Largely as a result of the pre-dismissal motion discovery bar and the heighted pleading standard Congress and the courts have imposed, the plaintiffs in these cases increasingly have come to rely on the statements of confidential witnesses in attempting to plead securities fraud cases, a development that has become the target of extensive criticism.


In an unusual July 9, 2013 post-settlement order in the Lockheed Martin securities class action lawsuit, Southern District of New York Jed Rakoff examines the role of confidential witness-based allegations, both in the Lockheed case itself and in securities cases in general. As is clear from Judge Rakoff’s memorandum, the plaintiffs’ reliance on confidential witness testimony to try to meet heightened pleading standards presents a problem for both plaintiffs and for defendants, as well as for the courts. A copy of Judge Rakoff’s July 9 opinion can be found here.



As discussed here, in July 2011, shareholder plaintiffs filed a securities class action lawsuit against Lockheed Martin and certain of its directors and officers. Among other things, the plaintiffs alleged that the defendants had misrepresented the company’s prospects and financial results. In support of their allegations, the plaintiffs’ complaint relied in part on the supposed testimony of certain confidential witnesses, who were current or former company employees and who provided testimony substantiating that the individual defendants were aware of certain facts or had knowledge of certain issues. The defendants moved to dismiss the plaintiffs’ complaint.


In a February 14, 2012 ruling explained in a July 13, 2012 order, Judge Rakoff denied the defendants’ motion to dismiss – as he later noted, the dismissal denial was “partly in reliance on the statements attributable to the [confidential witnesses].” After the dismissal motion was denied, the parties commenced discovery. Defense counsel used discovery processes to obtain the names of the confidential witnesses and then took their depositions.


The defendants then filed a motion for partial summary judgment, arguing that in their depositions, the confidential witnesses had recanted their testimony or denied having made the statements attributed to them. The plaintiffs countered that the witnesses had changed their stories because of financial or other pressure Lockheed had brought to bear on them but that their investigator’s notes largely confirmed what had been attributed to the witnesses in the complaint.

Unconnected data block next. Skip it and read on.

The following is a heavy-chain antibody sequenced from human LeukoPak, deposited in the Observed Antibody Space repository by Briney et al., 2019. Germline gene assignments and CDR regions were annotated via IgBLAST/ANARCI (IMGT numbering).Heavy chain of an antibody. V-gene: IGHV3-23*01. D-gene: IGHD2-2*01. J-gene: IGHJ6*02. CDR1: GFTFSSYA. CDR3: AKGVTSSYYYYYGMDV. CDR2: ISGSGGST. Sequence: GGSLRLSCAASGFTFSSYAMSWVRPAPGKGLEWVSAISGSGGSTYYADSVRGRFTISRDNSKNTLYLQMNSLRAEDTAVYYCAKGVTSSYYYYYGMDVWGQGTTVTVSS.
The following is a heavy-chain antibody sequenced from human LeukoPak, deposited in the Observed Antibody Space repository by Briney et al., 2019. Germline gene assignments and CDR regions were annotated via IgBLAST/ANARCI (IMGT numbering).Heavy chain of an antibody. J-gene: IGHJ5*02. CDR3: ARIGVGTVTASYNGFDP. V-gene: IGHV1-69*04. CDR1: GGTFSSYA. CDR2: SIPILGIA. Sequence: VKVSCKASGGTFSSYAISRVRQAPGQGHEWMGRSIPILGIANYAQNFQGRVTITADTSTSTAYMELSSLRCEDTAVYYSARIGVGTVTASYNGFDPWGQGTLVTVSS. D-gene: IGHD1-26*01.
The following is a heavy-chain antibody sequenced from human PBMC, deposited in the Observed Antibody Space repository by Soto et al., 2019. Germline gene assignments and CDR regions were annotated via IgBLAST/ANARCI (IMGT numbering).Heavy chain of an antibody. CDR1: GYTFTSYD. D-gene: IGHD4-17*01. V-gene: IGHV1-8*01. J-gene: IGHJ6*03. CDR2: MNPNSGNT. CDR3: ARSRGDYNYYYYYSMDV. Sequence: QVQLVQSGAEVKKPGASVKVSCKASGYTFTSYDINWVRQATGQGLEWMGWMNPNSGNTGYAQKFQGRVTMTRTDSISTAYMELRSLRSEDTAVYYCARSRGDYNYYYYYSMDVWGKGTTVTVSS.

As Judge Rakoff later explained in his recent memorandum, because “the parties competing assertions raise serious questions” that “implicated the integrity of the adversary process itself, he ordered five of the confidential witnesses to appear in court, along with the plaintiffs’ investigator. The transcript of the October 2012 hearing, which can be found here, makes for some interesting reading


On December 14, 2012, Judge Rakoff issued an order denying the defendants’ motion for summary judgment, with an opinion to follow. That same day, the parties informed the court that they had settled the case. Judge Rakoff preliminarily approved the settlement in March 2013. Even though the case has settled and it was, as Rakoff noted in his recent memorandum opinion, “no longer necessary to issue a full opinion” explaining his reasons for denying the defendants’ motion for summary judgment, Judge Rakoff nevertheless issued his July 9 memorandum because, he noted, “a few comments may be helpful in light of certain issues presented by [the summary judgment] motion that are likely to recur in future cases.”


The July 9 Memorandum

Judge Rakoff opened his July 9 memorandum by noting that “the recent attempts by Congress and the Supreme Court to curtail what they perceive as vexatious, even extortionate class action filings have spawned innovative but problematic reactions—as this case illustrates.” He added that the procedural hurdles that Congress and the courts had created, while designed to give the courts a “gatekeeper” function to weed out “dubious class action lawsuits at the outset,” have produced “an unintended consequence” – that is, that plaintiffs’ counsel “undertake surreptitious pre-pleading investigations designed to obtain ‘dirt’ from dissatisfied employees.” The amended complaint in this case, “as in many others,” relied on information attributed to confidential witnesses.


After reviewing the cases’ procedural history and the reasons why he convened the unusual October 2012 hearing at which he heard the live testimony of the previously confidential witnesses and the plaintiffs’ investigator, he summarized his conclusions about the testimony. Judge Rakoff stated that the testimony


bore witness to the competing pressures this process has placed on the confidential witnesses and the impact such pressures had had on their ability to tell the truth. In a nutshell, it appeared to the Court that some, though not all of the [confidential witnesses] had been lured by the investigator into stating as ‘facts’ what often were mere surmises, but then, when their indiscretions were revealed, felt pressured into denying outright statements they had actually made.